Over the last few months, we’ve been working with folk with experience of private renting in Scotland to understand more about how they feel about their housing, using photography. We wanted to find new ways to hear from groups of people who might not normally take part in government consultations or policy reviews. We wanted to put the power (and the camera!) in their hands to truly understand what they want to change and how we can support that.

With the help of Open Aye we worked with families, young people and LGBT groups in Renfrewshire, Edinburgh and Linlithgow. They told us that affordability, accessibility, suitability, discrimination and external factors – such as green space and facilities – are important to them. They told us that housing is a human right and that they deserve somewhere decent to call home.

We can’t get into social housing now.”

“We can’t get into social housing now.”

These powerful images and captions will be displayed at the Scottish Parliament tonight. We’ll also be hosting local exhibitions in the New Year across Scotland, inviting renters and decision makers to come and chat about their experiences, as well as the photos themselves.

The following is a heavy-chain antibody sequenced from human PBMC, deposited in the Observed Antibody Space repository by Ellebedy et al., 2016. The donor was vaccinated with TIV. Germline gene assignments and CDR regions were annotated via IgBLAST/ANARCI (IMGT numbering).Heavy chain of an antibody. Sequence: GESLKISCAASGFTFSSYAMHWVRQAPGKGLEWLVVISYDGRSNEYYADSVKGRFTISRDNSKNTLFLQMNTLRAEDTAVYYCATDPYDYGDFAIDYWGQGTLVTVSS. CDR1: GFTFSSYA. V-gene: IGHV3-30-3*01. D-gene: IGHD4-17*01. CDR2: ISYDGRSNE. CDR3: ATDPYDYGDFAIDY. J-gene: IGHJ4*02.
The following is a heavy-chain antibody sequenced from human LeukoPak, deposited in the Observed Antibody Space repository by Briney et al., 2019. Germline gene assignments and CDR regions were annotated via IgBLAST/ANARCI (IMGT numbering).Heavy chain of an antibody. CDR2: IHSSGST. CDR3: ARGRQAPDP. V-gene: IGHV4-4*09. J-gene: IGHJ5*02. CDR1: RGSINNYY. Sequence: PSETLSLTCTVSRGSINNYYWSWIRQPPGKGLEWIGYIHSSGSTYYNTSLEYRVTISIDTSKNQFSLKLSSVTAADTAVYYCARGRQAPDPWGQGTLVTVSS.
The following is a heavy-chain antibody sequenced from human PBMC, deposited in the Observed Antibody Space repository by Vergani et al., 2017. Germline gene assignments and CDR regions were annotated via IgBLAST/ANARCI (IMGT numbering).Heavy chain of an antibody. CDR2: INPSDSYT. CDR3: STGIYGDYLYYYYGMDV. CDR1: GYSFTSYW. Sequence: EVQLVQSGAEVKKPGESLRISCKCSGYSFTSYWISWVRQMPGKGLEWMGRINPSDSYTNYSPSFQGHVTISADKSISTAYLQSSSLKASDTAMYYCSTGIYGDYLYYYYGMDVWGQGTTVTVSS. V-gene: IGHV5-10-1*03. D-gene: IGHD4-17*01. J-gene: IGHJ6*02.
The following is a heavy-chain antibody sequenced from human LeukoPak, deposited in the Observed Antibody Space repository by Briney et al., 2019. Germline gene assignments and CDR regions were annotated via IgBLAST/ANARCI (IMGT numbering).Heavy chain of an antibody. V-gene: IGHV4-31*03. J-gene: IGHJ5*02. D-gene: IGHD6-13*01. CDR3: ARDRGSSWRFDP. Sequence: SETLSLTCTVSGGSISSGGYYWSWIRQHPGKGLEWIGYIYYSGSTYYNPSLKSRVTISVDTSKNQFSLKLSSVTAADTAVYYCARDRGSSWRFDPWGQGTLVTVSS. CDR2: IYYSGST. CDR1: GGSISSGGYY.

We want to use these images as a springboard for more conversations, more learning, so we can take these experiences to decision makers to make real and meaningful change.

On these five themes we’ll be focussing our future project work on:

  • Making the case for local authorities to support and develop good practice with landlords and letting agents, building on the fantastic work our Private Landlord Support Officers have already started in Dundee and Lochaber.
  • Exploring attitudes to social security in the private rented sector as well as supporting letting agents who let property to tenants who may need an extra element of help, improving access to private renting.
  • Ensuring private renting is part of the broader conversation around human rights and equality in Scotland.
  • Ensuring that there is sufficient provision of suitable affordable housing for all, and that tenants are not discriminated against.
  • Making sure green space and parks are integral parts of policy and practice around house building – not just an add-on.

If you’d like to share your story about private renting, or find out when the images will be on display in place near you, check us out on Facebook and sign up to our newsletter.

To find out more about Shelter Scotland’s private renting project work please contact James Battye, Private Renting Project Manager, email: james_battye@shelter.org.uk.